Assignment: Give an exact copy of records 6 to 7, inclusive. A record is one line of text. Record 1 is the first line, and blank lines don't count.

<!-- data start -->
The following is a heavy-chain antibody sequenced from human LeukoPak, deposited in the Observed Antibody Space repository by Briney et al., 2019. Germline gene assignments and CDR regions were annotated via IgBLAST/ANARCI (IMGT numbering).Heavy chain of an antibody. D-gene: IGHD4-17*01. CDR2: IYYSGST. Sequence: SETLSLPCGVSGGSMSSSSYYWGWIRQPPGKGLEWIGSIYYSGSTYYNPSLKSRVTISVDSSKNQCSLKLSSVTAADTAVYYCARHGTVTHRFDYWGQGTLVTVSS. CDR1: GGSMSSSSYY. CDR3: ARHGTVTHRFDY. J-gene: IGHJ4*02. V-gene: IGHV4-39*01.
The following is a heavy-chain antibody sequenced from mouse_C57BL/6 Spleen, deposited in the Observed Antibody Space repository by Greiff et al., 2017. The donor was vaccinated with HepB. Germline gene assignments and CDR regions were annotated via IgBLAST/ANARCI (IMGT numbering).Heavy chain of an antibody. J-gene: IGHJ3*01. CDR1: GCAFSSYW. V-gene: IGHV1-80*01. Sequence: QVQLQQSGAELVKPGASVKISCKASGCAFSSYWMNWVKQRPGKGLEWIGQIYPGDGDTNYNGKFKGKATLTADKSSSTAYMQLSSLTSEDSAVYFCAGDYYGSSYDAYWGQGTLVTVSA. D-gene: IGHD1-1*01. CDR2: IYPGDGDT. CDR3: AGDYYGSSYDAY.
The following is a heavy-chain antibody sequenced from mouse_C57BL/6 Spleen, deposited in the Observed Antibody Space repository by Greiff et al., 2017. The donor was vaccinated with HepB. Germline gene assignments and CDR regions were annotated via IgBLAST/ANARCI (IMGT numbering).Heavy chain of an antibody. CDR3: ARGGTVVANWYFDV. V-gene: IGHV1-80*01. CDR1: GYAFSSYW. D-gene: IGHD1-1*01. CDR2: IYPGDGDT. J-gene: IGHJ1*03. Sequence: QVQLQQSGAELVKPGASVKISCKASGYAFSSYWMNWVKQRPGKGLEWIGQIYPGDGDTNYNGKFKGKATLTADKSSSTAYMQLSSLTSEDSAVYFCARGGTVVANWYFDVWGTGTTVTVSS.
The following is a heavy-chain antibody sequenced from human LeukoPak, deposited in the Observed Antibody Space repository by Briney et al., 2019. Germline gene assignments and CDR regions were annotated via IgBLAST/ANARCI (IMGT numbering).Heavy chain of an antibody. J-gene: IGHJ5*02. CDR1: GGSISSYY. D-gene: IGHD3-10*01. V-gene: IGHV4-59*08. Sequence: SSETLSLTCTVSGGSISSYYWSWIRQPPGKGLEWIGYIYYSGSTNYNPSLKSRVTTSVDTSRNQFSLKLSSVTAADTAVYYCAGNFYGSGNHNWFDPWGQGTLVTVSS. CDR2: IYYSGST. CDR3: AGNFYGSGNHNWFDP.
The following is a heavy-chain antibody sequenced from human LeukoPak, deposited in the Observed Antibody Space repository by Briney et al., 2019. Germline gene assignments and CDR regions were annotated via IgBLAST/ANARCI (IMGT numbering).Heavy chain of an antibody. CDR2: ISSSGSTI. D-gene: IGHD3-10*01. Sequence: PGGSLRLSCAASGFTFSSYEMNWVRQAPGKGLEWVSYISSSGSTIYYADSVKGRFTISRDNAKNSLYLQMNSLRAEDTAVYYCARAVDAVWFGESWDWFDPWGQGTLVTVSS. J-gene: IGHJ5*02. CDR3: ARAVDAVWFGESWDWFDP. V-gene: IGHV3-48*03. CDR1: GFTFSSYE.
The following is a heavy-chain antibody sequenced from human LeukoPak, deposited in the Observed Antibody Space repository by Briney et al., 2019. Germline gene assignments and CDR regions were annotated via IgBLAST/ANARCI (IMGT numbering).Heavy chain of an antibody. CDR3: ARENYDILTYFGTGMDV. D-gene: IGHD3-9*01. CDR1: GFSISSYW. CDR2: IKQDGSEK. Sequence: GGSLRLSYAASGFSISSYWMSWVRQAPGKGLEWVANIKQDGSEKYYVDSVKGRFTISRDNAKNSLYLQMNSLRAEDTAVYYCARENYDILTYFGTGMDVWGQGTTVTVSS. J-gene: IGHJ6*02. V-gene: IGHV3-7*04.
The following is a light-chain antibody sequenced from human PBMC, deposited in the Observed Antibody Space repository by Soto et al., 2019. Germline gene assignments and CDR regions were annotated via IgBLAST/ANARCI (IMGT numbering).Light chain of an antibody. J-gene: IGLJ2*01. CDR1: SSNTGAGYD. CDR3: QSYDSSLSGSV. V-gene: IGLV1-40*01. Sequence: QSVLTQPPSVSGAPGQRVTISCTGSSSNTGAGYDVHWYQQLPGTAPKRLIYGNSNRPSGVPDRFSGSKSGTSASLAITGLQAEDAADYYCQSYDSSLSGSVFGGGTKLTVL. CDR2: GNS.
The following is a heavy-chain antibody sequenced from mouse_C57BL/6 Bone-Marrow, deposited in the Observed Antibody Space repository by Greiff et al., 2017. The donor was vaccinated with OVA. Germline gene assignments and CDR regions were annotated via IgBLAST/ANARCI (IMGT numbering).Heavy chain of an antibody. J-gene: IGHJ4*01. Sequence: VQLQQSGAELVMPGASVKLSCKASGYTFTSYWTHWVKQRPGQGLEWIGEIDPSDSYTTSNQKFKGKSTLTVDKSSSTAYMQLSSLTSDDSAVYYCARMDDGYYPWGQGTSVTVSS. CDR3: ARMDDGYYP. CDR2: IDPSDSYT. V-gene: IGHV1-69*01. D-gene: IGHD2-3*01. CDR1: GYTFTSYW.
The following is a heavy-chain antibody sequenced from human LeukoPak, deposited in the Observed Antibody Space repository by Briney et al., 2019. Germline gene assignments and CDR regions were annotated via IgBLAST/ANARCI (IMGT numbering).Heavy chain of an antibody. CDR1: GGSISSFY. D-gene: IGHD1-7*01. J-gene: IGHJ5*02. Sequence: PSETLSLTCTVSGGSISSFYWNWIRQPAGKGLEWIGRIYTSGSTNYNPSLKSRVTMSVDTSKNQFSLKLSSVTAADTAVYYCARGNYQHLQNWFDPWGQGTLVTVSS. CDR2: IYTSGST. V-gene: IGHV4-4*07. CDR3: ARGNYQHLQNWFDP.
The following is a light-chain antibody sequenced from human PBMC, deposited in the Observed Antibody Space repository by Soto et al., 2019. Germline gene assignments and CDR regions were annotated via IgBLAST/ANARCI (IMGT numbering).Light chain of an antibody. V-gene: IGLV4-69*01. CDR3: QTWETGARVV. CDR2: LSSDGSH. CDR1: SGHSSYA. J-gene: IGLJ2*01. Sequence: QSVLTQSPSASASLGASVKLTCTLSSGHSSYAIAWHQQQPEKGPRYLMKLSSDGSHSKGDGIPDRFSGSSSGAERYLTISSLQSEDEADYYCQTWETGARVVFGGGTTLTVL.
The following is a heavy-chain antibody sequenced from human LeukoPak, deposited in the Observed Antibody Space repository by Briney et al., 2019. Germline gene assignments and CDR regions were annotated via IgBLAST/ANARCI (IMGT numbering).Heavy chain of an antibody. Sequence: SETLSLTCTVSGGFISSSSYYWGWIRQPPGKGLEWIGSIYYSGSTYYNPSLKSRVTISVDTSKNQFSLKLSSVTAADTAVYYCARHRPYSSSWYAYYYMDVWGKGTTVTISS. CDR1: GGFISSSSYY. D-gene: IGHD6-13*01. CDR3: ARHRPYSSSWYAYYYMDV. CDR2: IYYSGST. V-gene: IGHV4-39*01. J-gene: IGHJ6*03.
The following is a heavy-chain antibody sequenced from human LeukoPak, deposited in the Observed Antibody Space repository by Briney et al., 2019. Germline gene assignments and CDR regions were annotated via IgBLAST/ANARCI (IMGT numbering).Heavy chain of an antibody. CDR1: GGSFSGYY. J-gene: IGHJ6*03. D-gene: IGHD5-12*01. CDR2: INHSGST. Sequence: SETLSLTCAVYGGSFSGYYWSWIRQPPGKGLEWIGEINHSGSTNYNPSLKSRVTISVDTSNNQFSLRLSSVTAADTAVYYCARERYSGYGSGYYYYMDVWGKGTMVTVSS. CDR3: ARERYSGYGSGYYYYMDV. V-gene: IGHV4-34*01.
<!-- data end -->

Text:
The following is a heavy-chain antibody sequenced from human LeukoPak, deposited in the Observed Antibody Space repository by Briney et al., 2019. Germline gene assignments and CDR regions were annotated via IgBLAST/ANARCI (IMGT numbering).Heavy chain of an antibody. CDR3: ARENYDILTYFGTGMDV. D-gene: IGHD3-9*01. CDR1: GFSISSYW. CDR2: IKQDGSEK. Sequence: GGSLRLSYAASGFSISSYWMSWVRQAPGKGLEWVANIKQDGSEKYYVDSVKGRFTISRDNAKNSLYLQMNSLRAEDTAVYYCARENYDILTYFGTGMDVWGQGTTVTVSS. J-gene: IGHJ6*02. V-gene: IGHV3-7*04.
The following is a light-chain antibody sequenced from human PBMC, deposited in the Observed Antibody Space repository by Soto et al., 2019. Germline gene assignments and CDR regions were annotated via IgBLAST/ANARCI (IMGT numbering).Light chain of an antibody. J-gene: IGLJ2*01. CDR1: SSNTGAGYD. CDR3: QSYDSSLSGSV. V-gene: IGLV1-40*01. Sequence: QSVLTQPPSVSGAPGQRVTISCTGSSSNTGAGYDVHWYQQLPGTAPKRLIYGNSNRPSGVPDRFSGSKSGTSASLAITGLQAEDAADYYCQSYDSSLSGSVFGGGTKLTVL. CDR2: GNS.